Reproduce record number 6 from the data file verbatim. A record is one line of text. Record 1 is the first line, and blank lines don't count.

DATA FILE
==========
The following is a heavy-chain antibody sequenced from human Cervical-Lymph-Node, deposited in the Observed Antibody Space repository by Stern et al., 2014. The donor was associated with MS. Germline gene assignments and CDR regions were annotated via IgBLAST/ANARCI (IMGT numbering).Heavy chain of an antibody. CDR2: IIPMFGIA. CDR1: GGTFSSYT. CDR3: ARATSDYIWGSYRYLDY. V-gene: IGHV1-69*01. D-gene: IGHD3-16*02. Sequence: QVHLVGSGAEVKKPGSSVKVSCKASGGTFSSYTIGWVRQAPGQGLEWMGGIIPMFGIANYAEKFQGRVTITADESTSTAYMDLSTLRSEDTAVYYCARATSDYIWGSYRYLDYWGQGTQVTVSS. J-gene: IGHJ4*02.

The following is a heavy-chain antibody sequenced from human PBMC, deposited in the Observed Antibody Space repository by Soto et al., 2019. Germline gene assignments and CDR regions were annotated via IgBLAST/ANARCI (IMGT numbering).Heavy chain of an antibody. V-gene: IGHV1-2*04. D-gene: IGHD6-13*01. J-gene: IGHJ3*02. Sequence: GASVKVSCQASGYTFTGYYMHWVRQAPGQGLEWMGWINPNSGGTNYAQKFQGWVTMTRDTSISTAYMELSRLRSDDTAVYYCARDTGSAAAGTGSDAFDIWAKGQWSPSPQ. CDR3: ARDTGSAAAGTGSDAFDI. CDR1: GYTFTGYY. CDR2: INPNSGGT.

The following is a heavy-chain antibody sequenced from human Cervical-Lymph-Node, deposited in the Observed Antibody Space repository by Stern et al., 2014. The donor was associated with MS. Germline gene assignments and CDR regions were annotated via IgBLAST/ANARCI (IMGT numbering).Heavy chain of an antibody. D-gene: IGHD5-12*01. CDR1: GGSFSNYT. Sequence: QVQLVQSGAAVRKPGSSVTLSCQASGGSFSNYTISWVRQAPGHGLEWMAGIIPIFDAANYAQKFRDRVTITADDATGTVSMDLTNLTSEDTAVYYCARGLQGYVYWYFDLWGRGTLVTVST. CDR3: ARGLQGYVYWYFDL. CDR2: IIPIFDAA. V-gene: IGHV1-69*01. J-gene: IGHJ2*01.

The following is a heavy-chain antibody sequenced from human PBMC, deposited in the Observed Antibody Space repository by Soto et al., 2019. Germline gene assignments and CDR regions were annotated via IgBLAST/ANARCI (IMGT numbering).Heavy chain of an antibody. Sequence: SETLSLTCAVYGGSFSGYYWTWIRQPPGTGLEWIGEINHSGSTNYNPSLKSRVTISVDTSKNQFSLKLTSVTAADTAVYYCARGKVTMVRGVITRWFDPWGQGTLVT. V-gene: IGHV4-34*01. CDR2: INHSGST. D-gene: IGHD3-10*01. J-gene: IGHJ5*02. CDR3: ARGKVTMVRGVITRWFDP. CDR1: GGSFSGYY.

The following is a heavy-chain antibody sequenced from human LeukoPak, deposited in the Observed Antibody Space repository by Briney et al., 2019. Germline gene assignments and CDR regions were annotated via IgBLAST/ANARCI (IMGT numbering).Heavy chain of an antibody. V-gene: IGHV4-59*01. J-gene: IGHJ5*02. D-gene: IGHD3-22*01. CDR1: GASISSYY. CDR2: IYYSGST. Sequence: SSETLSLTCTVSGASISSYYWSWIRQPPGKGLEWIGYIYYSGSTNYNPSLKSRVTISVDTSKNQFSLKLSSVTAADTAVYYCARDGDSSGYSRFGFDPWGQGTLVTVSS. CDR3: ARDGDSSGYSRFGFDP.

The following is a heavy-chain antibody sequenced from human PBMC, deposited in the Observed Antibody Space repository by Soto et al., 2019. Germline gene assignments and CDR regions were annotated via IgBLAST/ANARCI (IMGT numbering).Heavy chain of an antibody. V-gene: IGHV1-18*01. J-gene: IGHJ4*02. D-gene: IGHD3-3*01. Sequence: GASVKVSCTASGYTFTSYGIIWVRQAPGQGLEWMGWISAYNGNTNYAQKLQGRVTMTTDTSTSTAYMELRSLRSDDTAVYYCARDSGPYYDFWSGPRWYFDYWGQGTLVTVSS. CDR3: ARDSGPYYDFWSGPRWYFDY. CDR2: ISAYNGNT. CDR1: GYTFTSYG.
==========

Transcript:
The following is a heavy-chain antibody sequenced from human PBMC, deposited in the Observed Antibody Space repository by Soto et al., 2019. Germline gene assignments and CDR regions were annotated via IgBLAST/ANARCI (IMGT numbering).Heavy chain of an antibody. V-gene: IGHV1-18*01. J-gene: IGHJ4*02. D-gene: IGHD3-3*01. Sequence: GASVKVSCTASGYTFTSYGIIWVRQAPGQGLEWMGWISAYNGNTNYAQKLQGRVTMTTDTSTSTAYMELRSLRSDDTAVYYCARDSGPYYDFWSGPRWYFDYWGQGTLVTVSS. CDR3: ARDSGPYYDFWSGPRWYFDY. CDR2: ISAYNGNT. CDR1: GYTFTSYG.